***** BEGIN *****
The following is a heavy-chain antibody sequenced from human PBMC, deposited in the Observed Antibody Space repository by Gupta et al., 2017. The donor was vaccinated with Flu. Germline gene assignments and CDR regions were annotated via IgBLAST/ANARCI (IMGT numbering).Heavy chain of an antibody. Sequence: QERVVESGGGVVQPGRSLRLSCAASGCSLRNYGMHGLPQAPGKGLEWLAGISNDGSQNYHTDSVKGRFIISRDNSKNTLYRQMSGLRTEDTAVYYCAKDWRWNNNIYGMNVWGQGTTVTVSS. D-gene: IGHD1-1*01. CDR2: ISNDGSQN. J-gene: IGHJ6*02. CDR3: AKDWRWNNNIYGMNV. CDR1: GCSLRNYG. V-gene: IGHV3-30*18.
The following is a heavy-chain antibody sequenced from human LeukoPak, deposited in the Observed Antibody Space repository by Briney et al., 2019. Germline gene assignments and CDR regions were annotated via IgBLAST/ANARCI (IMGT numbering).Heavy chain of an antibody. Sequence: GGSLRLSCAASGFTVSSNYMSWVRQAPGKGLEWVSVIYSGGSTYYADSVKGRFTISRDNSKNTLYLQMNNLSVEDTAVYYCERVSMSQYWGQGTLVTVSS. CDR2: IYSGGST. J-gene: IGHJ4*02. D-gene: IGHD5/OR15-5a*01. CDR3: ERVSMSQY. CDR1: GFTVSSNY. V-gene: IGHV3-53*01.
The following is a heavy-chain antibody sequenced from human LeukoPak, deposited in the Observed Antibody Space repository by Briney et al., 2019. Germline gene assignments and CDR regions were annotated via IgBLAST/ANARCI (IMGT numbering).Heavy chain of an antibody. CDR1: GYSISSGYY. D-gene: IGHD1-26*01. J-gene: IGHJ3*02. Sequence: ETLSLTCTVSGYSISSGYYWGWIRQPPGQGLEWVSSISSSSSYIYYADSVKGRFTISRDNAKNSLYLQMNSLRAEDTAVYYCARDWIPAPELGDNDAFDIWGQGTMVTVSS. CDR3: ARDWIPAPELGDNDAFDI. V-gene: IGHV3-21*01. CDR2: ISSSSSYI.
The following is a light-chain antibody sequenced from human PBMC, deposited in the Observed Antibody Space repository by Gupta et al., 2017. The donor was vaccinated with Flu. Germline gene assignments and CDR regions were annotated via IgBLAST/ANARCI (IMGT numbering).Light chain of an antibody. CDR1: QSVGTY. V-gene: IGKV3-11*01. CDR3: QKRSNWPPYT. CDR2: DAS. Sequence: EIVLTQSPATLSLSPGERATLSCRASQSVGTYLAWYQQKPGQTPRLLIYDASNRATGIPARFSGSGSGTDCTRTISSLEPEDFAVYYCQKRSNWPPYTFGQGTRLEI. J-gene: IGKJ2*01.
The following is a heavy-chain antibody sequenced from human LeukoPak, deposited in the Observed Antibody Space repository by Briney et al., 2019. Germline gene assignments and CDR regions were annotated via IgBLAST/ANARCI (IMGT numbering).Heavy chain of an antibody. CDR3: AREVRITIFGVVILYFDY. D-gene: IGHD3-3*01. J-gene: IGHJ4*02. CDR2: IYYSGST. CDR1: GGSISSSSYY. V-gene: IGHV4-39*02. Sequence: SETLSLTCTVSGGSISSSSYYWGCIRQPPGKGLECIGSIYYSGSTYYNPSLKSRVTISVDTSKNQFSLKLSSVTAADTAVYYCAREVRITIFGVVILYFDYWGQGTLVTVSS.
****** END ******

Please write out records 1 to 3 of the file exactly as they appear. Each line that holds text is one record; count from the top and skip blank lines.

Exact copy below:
The following is a heavy-chain antibody sequenced from human PBMC, deposited in the Observed Antibody Space repository by Gupta et al., 2017. The donor was vaccinated with Flu. Germline gene assignments and CDR regions were annotated via IgBLAST/ANARCI (IMGT numbering).Heavy chain of an antibody. Sequence: QERVVESGGGVVQPGRSLRLSCAASGCSLRNYGMHGLPQAPGKGLEWLAGISNDGSQNYHTDSVKGRFIISRDNSKNTLYRQMSGLRTEDTAVYYCAKDWRWNNNIYGMNVWGQGTTVTVSS. D-gene: IGHD1-1*01. CDR2: ISNDGSQN. J-gene: IGHJ6*02. CDR3: AKDWRWNNNIYGMNV. CDR1: GCSLRNYG. V-gene: IGHV3-30*18.
The following is a heavy-chain antibody sequenced from human LeukoPak, deposited in the Observed Antibody Space repository by Briney et al., 2019. Germline gene assignments and CDR regions were annotated via IgBLAST/ANARCI (IMGT numbering).Heavy chain of an antibody. Sequence: GGSLRLSCAASGFTVSSNYMSWVRQAPGKGLEWVSVIYSGGSTYYADSVKGRFTISRDNSKNTLYLQMNNLSVEDTAVYYCERVSMSQYWGQGTLVTVSS. CDR2: IYSGGST. J-gene: IGHJ4*02. D-gene: IGHD5/OR15-5a*01. CDR3: ERVSMSQY. CDR1: GFTVSSNY. V-gene: IGHV3-53*01.
The following is a heavy-chain antibody sequenced from human LeukoPak, deposited in the Observed Antibody Space repository by Briney et al., 2019. Germline gene assignments and CDR regions were annotated via IgBLAST/ANARCI (IMGT numbering).Heavy chain of an antibody. CDR1: GYSISSGYY. D-gene: IGHD1-26*01. J-gene: IGHJ3*02. Sequence: ETLSLTCTVSGYSISSGYYWGWIRQPPGQGLEWVSSISSSSSYIYYADSVKGRFTISRDNAKNSLYLQMNSLRAEDTAVYYCARDWIPAPELGDNDAFDIWGQGTMVTVSS. CDR3: ARDWIPAPELGDNDAFDI. V-gene: IGHV3-21*01. CDR2: ISSSSSYI.